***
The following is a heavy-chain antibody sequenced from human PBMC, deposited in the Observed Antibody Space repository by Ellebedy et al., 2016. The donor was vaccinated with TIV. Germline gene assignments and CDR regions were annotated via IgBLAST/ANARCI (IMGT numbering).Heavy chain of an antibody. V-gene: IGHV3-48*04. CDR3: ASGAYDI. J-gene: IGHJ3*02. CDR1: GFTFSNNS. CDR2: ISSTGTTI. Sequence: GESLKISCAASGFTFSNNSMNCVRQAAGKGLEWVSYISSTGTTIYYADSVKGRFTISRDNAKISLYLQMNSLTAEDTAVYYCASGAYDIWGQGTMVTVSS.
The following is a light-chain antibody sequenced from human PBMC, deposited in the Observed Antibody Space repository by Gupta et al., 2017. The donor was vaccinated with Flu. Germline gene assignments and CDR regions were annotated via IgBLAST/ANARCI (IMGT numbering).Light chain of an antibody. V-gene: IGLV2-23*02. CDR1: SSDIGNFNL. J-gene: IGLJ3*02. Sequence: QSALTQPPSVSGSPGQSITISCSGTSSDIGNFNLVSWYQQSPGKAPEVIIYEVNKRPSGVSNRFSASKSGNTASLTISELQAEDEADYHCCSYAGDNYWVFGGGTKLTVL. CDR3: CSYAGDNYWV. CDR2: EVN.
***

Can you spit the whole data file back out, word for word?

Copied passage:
The following is a heavy-chain antibody sequenced from human PBMC, deposited in the Observed Antibody Space repository by Ellebedy et al., 2016. The donor was vaccinated with TIV. Germline gene assignments and CDR regions were annotated via IgBLAST/ANARCI (IMGT numbering).Heavy chain of an antibody. V-gene: IGHV3-48*04. CDR3: ASGAYDI. J-gene: IGHJ3*02. CDR1: GFTFSNNS. CDR2: ISSTGTTI. Sequence: GESLKISCAASGFTFSNNSMNCVRQAAGKGLEWVSYISSTGTTIYYADSVKGRFTISRDNAKISLYLQMNSLTAEDTAVYYCASGAYDIWGQGTMVTVSS.
The following is a light-chain antibody sequenced from human PBMC, deposited in the Observed Antibody Space repository by Gupta et al., 2017. The donor was vaccinated with Flu. Germline gene assignments and CDR regions were annotated via IgBLAST/ANARCI (IMGT numbering).Light chain of an antibody. V-gene: IGLV2-23*02. CDR1: SSDIGNFNL. J-gene: IGLJ3*02. Sequence: QSALTQPPSVSGSPGQSITISCSGTSSDIGNFNLVSWYQQSPGKAPEVIIYEVNKRPSGVSNRFSASKSGNTASLTISELQAEDEADYHCCSYAGDNYWVFGGGTKLTVL. CDR3: CSYAGDNYWV. CDR2: EVN.